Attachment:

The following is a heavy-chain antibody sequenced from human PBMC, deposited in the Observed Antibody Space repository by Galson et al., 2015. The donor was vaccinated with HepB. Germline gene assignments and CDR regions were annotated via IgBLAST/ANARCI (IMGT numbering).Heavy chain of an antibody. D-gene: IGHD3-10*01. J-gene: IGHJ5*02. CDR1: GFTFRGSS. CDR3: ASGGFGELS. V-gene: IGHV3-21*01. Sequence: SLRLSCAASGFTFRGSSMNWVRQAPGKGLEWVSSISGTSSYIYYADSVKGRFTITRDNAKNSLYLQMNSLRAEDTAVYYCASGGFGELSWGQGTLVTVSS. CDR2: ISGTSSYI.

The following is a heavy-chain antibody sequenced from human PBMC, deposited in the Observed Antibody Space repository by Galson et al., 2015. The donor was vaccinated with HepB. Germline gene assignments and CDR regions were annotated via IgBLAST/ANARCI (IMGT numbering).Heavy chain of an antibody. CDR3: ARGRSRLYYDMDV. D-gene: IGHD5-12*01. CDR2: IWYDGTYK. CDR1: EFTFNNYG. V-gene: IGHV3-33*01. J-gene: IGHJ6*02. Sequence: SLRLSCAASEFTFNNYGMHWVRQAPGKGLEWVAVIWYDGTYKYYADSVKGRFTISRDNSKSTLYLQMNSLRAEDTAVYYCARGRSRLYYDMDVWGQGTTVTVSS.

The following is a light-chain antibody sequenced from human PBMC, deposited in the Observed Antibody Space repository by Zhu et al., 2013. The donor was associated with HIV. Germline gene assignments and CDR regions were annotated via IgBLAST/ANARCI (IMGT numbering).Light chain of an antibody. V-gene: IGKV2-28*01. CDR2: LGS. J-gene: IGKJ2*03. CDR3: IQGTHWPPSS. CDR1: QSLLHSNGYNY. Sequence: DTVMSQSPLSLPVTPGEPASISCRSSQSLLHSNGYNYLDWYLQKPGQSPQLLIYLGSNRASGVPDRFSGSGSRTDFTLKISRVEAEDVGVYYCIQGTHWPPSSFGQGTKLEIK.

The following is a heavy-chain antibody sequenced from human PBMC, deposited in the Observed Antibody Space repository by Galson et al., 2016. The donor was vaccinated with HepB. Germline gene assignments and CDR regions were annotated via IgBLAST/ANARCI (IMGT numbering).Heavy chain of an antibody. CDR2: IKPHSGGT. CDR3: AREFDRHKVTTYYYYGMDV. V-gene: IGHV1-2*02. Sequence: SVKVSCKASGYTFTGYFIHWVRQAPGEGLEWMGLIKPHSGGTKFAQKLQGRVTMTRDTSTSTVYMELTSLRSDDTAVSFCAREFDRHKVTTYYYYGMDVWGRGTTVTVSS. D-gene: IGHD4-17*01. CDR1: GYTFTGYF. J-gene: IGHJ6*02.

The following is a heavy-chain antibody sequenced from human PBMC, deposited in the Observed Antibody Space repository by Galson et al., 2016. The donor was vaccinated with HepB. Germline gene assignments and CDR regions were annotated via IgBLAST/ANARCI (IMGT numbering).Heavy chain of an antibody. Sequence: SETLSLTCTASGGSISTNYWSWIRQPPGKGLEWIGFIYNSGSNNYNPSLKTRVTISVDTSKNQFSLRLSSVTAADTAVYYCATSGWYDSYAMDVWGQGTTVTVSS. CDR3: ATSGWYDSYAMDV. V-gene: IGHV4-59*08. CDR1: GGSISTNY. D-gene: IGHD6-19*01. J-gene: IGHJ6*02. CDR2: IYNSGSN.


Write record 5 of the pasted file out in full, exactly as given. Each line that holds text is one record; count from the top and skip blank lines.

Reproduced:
The following is a heavy-chain antibody sequenced from human PBMC, deposited in the Observed Antibody Space repository by Galson et al., 2016. The donor was vaccinated with HepB. Germline gene assignments and CDR regions were annotated via IgBLAST/ANARCI (IMGT numbering).Heavy chain of an antibody. Sequence: SETLSLTCTASGGSISTNYWSWIRQPPGKGLEWIGFIYNSGSNNYNPSLKTRVTISVDTSKNQFSLRLSSVTAADTAVYYCATSGWYDSYAMDVWGQGTTVTVSS. CDR3: ATSGWYDSYAMDV. V-gene: IGHV4-59*08. CDR1: GGSISTNY. D-gene: IGHD6-19*01. J-gene: IGHJ6*02. CDR2: IYNSGSN.